Kilayim, Chapter Two, Mishnah Ten



The first part of our mishnah is a continuation of yesterday’s mishnah.  Yesterday we learned that if a person wishes to sow his field with different species he must leave an empty plot in between the sown plots. The empty plot must be the size of a bet rova (1/24 the size of a bet seah).  In our mishnah we learn that any plot which can’t be used for sowing seed serves as a break between the different species, even if the plot is not completely empty.

The second half of our mishnah teaches how far one must separate different species in order that they shouldn’t look like kilayim.


Mishnah Ten

1)      Whatever there is within a bet rova [which separates different species] is included in the area of a bet rova:  the space which vine roots consume, a grave, a rock, [all] count in the measure of a bet rova.

2)      [One who wants to sow one type of] grain [in a field of another type] of grain—the measure is a bet rova.

3)      Vegetables within [a field of other] vegetables—the measure is six handbreadths.

4)      Vegetables within [a field of] grain, or grain within [a field of] vegetables—the measure is a bet rova.  

a)      Rabbi Eliezer says: vegetables in [a field of] grain—the measure is six handbreadths.



Section one:  If there is something within the bet rova plot that prevents one from sowing there, the bet rova still counts as an empty plot serving to separate the two different species.  The first object is the space around a vine that the vine’s roots take up.  Thus if there is a plot planted with a vine, the vine’s roots, which are halakhically considered to take up six handbreadths (we will return to this subject in 3:7), and these six handbreadths count toward the empty bet rova.  So too a grave and a rock all count towards the empty space needed to separate between the different species, even though it is obviously impossible to plant on a grave or on a rock.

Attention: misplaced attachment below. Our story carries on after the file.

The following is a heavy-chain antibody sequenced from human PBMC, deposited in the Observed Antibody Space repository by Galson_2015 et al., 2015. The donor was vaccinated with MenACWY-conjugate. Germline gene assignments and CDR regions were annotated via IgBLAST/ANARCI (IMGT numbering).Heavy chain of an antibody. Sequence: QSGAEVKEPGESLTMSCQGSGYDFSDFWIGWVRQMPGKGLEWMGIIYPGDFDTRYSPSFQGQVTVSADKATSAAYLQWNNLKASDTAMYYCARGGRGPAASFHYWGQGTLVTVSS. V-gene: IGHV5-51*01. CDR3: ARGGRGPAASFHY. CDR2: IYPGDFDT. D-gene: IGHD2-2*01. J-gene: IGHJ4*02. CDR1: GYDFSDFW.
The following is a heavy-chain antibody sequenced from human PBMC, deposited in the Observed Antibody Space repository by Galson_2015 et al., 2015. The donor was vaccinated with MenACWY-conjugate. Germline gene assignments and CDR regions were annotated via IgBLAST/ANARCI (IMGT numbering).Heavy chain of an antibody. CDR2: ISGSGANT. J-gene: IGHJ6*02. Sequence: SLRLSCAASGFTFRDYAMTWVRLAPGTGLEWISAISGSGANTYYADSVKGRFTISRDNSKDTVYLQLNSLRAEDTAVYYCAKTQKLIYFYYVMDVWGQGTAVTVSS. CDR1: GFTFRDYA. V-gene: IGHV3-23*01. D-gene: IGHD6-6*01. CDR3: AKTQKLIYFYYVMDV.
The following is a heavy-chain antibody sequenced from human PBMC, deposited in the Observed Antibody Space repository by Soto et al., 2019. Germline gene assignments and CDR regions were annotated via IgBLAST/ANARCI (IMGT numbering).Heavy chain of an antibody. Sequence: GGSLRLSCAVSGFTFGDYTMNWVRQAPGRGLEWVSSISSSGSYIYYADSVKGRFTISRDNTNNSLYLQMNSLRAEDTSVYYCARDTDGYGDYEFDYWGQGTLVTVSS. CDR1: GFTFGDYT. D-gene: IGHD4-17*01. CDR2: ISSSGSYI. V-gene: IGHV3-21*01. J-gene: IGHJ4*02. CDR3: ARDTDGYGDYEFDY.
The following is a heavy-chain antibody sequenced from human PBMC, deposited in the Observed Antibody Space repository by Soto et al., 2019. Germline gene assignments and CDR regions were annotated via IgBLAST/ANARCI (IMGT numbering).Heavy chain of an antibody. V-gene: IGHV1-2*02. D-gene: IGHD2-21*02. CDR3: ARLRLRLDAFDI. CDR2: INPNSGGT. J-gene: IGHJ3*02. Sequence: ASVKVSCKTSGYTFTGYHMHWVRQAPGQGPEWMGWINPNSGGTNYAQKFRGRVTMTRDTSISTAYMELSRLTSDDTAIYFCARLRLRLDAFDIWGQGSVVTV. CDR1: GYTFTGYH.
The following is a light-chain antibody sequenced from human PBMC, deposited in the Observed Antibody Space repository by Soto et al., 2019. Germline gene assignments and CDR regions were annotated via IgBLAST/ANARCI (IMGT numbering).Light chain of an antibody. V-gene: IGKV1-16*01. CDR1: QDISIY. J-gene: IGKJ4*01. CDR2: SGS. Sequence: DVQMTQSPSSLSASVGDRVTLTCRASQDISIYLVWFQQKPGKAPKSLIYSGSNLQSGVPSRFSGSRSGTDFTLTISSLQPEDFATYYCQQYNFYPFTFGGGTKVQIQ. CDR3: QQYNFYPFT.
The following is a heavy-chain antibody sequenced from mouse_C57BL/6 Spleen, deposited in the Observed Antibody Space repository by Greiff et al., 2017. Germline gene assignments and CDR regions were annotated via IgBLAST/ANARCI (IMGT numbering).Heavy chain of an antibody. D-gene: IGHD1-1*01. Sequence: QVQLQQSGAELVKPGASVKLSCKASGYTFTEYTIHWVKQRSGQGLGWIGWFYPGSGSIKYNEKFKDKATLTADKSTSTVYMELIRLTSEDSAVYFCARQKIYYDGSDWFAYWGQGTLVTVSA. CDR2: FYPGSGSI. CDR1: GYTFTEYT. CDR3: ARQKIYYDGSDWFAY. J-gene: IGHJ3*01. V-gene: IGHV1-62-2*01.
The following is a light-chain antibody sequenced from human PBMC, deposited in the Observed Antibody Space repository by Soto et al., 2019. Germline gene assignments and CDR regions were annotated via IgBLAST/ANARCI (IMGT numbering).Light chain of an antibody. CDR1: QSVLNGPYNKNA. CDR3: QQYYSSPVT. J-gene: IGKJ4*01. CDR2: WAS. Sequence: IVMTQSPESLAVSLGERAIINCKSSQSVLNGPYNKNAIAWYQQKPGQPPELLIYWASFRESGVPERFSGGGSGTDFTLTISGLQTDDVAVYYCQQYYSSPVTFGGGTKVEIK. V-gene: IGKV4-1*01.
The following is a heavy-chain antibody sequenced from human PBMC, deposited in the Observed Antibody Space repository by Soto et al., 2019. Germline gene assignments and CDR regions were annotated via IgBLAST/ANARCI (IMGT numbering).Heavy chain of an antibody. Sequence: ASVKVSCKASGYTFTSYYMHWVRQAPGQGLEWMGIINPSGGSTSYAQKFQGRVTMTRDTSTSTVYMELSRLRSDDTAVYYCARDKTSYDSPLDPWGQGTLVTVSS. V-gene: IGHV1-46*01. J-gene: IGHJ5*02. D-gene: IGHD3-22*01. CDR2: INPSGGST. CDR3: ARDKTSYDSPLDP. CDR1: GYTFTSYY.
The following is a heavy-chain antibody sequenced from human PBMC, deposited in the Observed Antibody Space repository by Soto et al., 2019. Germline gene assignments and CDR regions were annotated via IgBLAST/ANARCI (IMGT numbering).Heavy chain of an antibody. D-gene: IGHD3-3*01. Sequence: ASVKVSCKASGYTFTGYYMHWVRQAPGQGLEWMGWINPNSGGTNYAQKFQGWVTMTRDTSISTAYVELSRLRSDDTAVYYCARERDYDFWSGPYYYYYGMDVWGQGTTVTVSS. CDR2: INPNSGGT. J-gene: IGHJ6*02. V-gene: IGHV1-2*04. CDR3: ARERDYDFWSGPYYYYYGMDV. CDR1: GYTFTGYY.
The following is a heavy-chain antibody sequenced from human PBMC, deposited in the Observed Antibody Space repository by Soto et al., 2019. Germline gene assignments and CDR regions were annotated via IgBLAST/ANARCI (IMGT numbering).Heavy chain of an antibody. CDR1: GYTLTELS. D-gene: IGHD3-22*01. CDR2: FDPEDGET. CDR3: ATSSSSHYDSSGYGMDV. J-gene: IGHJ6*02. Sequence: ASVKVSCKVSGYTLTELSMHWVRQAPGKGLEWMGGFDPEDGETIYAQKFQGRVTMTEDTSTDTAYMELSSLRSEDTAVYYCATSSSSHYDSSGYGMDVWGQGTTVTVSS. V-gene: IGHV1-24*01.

Section two:  One who wants to plant one type of grain in a field of another type of grain must distance the two one bet rova from each other.  According to the Rambam this must be a square—meaning 10 1/5 cubits by 10 1/5 cubits.

Section three:  Vegetables are planted in smaller plots, hence one can plant them closer to each other (imagine the tomato or cucumber garden my Dad has behind his house—they’re very good, so if you’re ever in Margate, NJ in the summer..). The distance is only six handbreadths square, far smaller than that for grain.

Section four:  The mishnah now deals with cases where a person wants to put grain in a field of vegetables, or vice versa. According to the first opinion, the two species must be kept at a distance of a bet rova, since one is grain.  According to Rabbi Eliezer, he must distance them only six handbreadths, the measure for distancing vegetables.